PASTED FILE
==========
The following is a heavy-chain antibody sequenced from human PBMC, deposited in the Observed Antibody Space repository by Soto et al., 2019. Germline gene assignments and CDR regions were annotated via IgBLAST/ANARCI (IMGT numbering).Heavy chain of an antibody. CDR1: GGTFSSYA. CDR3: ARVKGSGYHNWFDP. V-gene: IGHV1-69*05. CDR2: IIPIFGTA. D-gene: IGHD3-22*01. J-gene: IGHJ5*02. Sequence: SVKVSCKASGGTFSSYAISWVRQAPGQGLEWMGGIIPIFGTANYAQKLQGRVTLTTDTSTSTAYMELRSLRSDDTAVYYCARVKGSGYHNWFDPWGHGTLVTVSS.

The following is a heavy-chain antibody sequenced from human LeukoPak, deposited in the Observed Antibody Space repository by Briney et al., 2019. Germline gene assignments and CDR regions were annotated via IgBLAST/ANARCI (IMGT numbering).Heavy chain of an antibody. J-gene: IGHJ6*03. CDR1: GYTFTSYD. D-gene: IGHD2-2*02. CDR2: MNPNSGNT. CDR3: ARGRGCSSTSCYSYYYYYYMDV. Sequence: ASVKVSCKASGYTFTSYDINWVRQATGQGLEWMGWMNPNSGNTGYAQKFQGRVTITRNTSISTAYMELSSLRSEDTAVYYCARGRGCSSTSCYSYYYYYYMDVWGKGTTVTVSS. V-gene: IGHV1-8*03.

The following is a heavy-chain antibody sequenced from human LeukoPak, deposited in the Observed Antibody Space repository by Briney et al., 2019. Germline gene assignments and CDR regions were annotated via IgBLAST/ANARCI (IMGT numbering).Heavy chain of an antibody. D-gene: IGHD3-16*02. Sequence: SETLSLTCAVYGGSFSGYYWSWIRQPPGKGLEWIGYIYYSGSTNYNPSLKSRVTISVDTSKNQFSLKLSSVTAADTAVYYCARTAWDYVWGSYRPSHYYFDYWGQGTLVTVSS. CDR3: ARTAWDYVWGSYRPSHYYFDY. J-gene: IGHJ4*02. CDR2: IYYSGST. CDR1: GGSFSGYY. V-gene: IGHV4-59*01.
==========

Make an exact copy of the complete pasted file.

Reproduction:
The following is a heavy-chain antibody sequenced from human PBMC, deposited in the Observed Antibody Space repository by Soto et al., 2019. Germline gene assignments and CDR regions were annotated via IgBLAST/ANARCI (IMGT numbering).Heavy chain of an antibody. CDR1: GGTFSSYA. CDR3: ARVKGSGYHNWFDP. V-gene: IGHV1-69*05. CDR2: IIPIFGTA. D-gene: IGHD3-22*01. J-gene: IGHJ5*02. Sequence: SVKVSCKASGGTFSSYAISWVRQAPGQGLEWMGGIIPIFGTANYAQKLQGRVTLTTDTSTSTAYMELRSLRSDDTAVYYCARVKGSGYHNWFDPWGHGTLVTVSS.

The following is a heavy-chain antibody sequenced from human LeukoPak, deposited in the Observed Antibody Space repository by Briney et al., 2019. Germline gene assignments and CDR regions were annotated via IgBLAST/ANARCI (IMGT numbering).Heavy chain of an antibody. J-gene: IGHJ6*03. CDR1: GYTFTSYD. D-gene: IGHD2-2*02. CDR2: MNPNSGNT. CDR3: ARGRGCSSTSCYSYYYYYYMDV. Sequence: ASVKVSCKASGYTFTSYDINWVRQATGQGLEWMGWMNPNSGNTGYAQKFQGRVTITRNTSISTAYMELSSLRSEDTAVYYCARGRGCSSTSCYSYYYYYYMDVWGKGTTVTVSS. V-gene: IGHV1-8*03.

The following is a heavy-chain antibody sequenced from human LeukoPak, deposited in the Observed Antibody Space repository by Briney et al., 2019. Germline gene assignments and CDR regions were annotated via IgBLAST/ANARCI (IMGT numbering).Heavy chain of an antibody. D-gene: IGHD3-16*02. Sequence: SETLSLTCAVYGGSFSGYYWSWIRQPPGKGLEWIGYIYYSGSTNYNPSLKSRVTISVDTSKNQFSLKLSSVTAADTAVYYCARTAWDYVWGSYRPSHYYFDYWGQGTLVTVSS. CDR3: ARTAWDYVWGSYRPSHYYFDY. J-gene: IGHJ4*02. CDR2: IYYSGST. CDR1: GGSFSGYY. V-gene: IGHV4-59*01.